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  • Writer's pictureleighdavis991

Deepening Our Roots

Updated: Apr 17

You can learn a lot about how things work in the Berkshires from our farmers and conservationists. In the forest or in the field, they know how nature works — and how to work with nature — to preserve our way of life. Given the forecasts — and evidence — of how a shifting climate could alter our ecosystem and our economy in the decades to come, we would all do well to include them in our conversations about planning for the future.

 

Our environment is gifted to us by past generations to steward for the next.

Our tradition of conservation and sustainability is one of the reasons I feel so at home and committed to supporting and protecting our environment and our farms. Not only are they vital to our economy, they are the landscape of our communities, the bedrock and backdrop that define us.


In some ways it reminds me of Connemara, the proud Irish-speaking region in County Galway, Ireland, where I lived for 12 years before moving to Great Barrington.


The landscape of Connemara is lush and rocky, peppered with generations-old family farms. My neighbors there were sheep and goats and the people and dogs that kept them safe and healthy. Every day deepened my appreciation for how hard and rewarding farm life can be, and how much it depends on protecting our fragile environment, the gift we’re all given to steward from our generation to the next.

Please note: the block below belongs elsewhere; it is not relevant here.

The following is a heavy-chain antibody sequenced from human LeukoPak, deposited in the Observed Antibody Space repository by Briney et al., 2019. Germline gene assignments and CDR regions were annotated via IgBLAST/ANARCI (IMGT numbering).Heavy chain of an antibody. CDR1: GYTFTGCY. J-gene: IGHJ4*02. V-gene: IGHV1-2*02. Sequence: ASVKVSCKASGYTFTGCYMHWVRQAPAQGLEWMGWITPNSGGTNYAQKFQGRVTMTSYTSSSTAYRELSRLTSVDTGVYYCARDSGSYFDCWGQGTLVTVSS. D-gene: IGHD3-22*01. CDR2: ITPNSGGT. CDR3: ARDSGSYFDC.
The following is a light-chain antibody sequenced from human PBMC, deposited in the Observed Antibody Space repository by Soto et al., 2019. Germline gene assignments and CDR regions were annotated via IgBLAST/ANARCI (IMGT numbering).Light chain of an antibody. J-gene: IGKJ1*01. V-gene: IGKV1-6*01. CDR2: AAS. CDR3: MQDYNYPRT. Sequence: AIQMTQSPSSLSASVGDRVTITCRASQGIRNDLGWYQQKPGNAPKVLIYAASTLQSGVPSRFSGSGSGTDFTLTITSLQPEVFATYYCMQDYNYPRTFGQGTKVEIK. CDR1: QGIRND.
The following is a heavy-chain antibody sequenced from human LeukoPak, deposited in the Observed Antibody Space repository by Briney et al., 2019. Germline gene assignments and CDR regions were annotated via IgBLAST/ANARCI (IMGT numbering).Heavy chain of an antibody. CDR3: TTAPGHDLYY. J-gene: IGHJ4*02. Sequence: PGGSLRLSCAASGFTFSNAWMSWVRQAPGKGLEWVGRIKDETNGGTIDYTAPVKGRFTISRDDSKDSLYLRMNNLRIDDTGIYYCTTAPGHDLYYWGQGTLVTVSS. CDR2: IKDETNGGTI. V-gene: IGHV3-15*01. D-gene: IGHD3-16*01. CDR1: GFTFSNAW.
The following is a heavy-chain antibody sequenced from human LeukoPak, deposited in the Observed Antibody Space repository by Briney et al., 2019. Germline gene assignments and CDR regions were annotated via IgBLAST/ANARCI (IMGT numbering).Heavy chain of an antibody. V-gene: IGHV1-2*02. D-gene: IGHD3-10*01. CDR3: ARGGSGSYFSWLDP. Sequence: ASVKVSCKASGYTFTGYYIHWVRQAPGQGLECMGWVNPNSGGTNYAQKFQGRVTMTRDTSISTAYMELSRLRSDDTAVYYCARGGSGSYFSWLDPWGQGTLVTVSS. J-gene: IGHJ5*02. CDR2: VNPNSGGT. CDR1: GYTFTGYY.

The seeds that were planted in Ireland are now rooted in the Berkshires, and I am actively cultivating knowledge and insights. I am encouraged by the release of the Healey-Driscoll administration’s Massachusetts Farmland Action Plan, a long-range, strategic initiative to address the state’s farmland needs.


My deep respect for the work of farmers and environmentalists has connected me to a diverse coalition of committed activists and advocates, including: 


Last month, I was grateful to be invited to two local gatherings to hear first-hand how I can best represent our agricultural communities and the unique environment of western Massachusetts in the State House.

Greenagers Director Will Conklin and Leigh covered common ground in Dalton last month

On March 15, I attended a "Farmers and Friends of Agriculture" breakfast at Holiday Brook Farm in Dalton to meet with farmers and listen to the legislative priorities of the Massachusetts Farm Bureau Federation. It was a great reminder that one of my jobs as a state representative will be to make sure the state supports the farmers who feed us, contribute to the local economy and play an essential role in our work to address climate change and mitigate its impacts.  

 

On March 22 at the Lenox Town Hall, I attended the BIFF Environmental Focus Film, Common Ground, which opened my eyes to regenerative farming. It was a joyous yet sobering exploration of the interconnectedness of American farming policy, politics, and illness; it was good to be amongst friends. I particularly appreciated the post-film panel discussion featuring staff from Roots Rising Farm and Greenagers.


My conversations last week further strengthened my commitment to farms and the environment. As your 3rd District representative in Boston, I’ll be a champion for:

  • Common sense land management and sustainable practices that protect farmers and our environment

  • Community land trusts that encourage equitable partnerships between landowners and small farmers

  • Relieving food insecurity and increasing farmland access

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